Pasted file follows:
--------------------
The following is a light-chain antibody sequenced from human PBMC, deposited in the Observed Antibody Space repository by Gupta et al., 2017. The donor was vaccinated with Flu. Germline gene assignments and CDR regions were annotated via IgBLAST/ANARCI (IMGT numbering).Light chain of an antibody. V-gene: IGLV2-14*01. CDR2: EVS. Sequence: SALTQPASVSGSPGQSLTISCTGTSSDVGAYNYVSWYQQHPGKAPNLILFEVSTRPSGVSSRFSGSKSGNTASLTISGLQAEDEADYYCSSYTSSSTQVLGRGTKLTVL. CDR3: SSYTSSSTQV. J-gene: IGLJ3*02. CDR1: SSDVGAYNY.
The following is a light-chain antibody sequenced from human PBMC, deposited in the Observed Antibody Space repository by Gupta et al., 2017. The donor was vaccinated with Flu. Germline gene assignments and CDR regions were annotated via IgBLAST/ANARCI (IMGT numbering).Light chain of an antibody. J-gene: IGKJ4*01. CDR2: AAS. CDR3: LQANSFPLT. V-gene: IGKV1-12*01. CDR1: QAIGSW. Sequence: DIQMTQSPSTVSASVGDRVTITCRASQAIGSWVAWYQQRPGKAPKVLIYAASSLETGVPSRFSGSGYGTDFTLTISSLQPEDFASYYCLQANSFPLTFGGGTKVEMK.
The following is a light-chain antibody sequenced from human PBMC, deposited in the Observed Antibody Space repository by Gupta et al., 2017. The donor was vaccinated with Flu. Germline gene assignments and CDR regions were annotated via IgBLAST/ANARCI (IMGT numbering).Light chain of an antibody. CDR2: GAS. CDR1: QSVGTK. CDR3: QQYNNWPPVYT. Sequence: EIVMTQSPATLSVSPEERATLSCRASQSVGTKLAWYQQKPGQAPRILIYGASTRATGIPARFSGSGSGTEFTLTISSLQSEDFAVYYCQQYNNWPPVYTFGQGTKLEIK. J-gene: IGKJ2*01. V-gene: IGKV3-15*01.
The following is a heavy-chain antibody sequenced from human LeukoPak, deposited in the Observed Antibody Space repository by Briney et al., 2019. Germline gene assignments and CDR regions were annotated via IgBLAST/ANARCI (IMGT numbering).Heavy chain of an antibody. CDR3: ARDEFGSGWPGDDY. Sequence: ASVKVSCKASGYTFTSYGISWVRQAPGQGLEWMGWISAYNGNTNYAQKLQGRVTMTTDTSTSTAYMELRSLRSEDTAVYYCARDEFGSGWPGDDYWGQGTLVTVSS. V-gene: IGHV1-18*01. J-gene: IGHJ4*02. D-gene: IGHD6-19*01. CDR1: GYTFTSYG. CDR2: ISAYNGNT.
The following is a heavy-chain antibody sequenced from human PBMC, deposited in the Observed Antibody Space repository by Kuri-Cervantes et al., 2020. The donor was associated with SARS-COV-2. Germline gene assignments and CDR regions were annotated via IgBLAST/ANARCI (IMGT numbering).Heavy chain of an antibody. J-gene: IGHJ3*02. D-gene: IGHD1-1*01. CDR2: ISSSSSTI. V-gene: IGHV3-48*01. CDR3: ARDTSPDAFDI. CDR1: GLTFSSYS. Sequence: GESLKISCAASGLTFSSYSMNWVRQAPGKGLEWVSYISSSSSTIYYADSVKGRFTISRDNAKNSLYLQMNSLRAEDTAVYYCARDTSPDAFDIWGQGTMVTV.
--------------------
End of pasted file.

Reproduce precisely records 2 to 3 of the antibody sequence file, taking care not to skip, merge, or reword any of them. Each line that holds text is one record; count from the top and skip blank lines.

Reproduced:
The following is a light-chain antibody sequenced from human PBMC, deposited in the Observed Antibody Space repository by Gupta et al., 2017. The donor was vaccinated with Flu. Germline gene assignments and CDR regions were annotated via IgBLAST/ANARCI (IMGT numbering).Light chain of an antibody. J-gene: IGKJ4*01. CDR2: AAS. CDR3: LQANSFPLT. V-gene: IGKV1-12*01. CDR1: QAIGSW. Sequence: DIQMTQSPSTVSASVGDRVTITCRASQAIGSWVAWYQQRPGKAPKVLIYAASSLETGVPSRFSGSGYGTDFTLTISSLQPEDFASYYCLQANSFPLTFGGGTKVEMK.
The following is a light-chain antibody sequenced from human PBMC, deposited in the Observed Antibody Space repository by Gupta et al., 2017. The donor was vaccinated with Flu. Germline gene assignments and CDR regions were annotated via IgBLAST/ANARCI (IMGT numbering).Light chain of an antibody. CDR2: GAS. CDR1: QSVGTK. CDR3: QQYNNWPPVYT. Sequence: EIVMTQSPATLSVSPEERATLSCRASQSVGTKLAWYQQKPGQAPRILIYGASTRATGIPARFSGSGSGTEFTLTISSLQSEDFAVYYCQQYNNWPPVYTFGQGTKLEIK. J-gene: IGKJ2*01. V-gene: IGKV3-15*01.